If you’re used to natural lighting, photographing in a studio for the first time can be overwhelming. If you don’t have a place to play and experiment with artificial lighting, shooting in a studio for the first time is quite intimidating.
But hold on, don’t be afraid. Take a deep breath, relax, and watch this video from Kayleigh June. In the video, she gives you five excellent tips that will make your first studio visit a way more pleasant, relaxed, and enjoyable experience.
1.Keep it simple: if this is your first shoot in the studio, don’t try to replicate those fancy, complex lighting setups you’ve seen in YouTube tutorials. You’ll get there eventually, but for the time being – just keep it simple. Start with a single light, and trust me – there’s so much you can do with it! Here and here you’ll find tons of inspiration.
The “keep it simple” approach doesn’t only refer to lighting. For example, if you’re not sure how to shoot tethered – you don’t need to master it for your first studio shoot. Just keep everything you can simple and stick with what you know. You’ll learn new and more complex stuff with time, for now just prioritize taking good photos.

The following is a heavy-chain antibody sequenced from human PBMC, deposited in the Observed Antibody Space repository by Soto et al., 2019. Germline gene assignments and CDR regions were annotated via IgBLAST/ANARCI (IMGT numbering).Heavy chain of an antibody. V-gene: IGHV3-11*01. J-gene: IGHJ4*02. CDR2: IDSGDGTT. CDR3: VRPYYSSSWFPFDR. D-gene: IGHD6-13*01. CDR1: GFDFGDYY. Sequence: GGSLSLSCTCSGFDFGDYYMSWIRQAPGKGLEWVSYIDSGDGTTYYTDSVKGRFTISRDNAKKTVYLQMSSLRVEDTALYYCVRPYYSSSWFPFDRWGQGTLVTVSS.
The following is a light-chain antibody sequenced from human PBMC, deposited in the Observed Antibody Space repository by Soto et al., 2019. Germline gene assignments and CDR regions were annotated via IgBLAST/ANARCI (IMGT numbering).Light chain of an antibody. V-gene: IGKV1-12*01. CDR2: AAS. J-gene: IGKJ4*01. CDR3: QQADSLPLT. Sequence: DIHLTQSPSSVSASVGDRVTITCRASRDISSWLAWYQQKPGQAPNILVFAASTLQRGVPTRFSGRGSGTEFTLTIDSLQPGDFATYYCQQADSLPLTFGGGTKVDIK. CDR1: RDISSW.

2. Use a versatile modifier: this tip ties back to the previous one. If you’re going to use a single light, make sure to use a versatile modifier to make the absolute most out of your lighting. You can use an octabox for example: removing the diffuser or adding a grid changes the lighting, allowing you more creative options.
3. Be safe – your and your model’s safety is another thing to consider. You may be too occupied planning the shoot that you might forget about the “safety gear,” so to speak. Don’t forget to use sandbags to keep the light stands stable. Pay attention to any cables and be careful not to trip over them. You can also tape them to the floor. Finally, make sure that the lights have cooled down before putting the caps on them and packing them up.
4. Use a posing reference mood board – when there’s already a lot on your mind, using a posing reference mood board will help you relax and feel more confident. Also, if you’re switching from location shoots to an entirely different setting that is a studio, this will make it so much easier for you to direct your model.
5. Utilize reflectors, V-flats, etc. – last but not least, this tip ties back to the first one. If you’re using a single light, that doesn’t mean you need to rely solely on it. Still, if adding one or two more lights is too much for you, remember that you can use tools like V-flats or reflectors to bounce some of the light back, or flags to block it.
As a total noob at studio photography, I found this video helpful and comforting. And I plan to go back to it when I decide to try my luck in the studio without a more experienced photographer by my side. I hope that you found it helpful too! If you have any tips you’d like to share for first-time studio visits, let us know in the comments.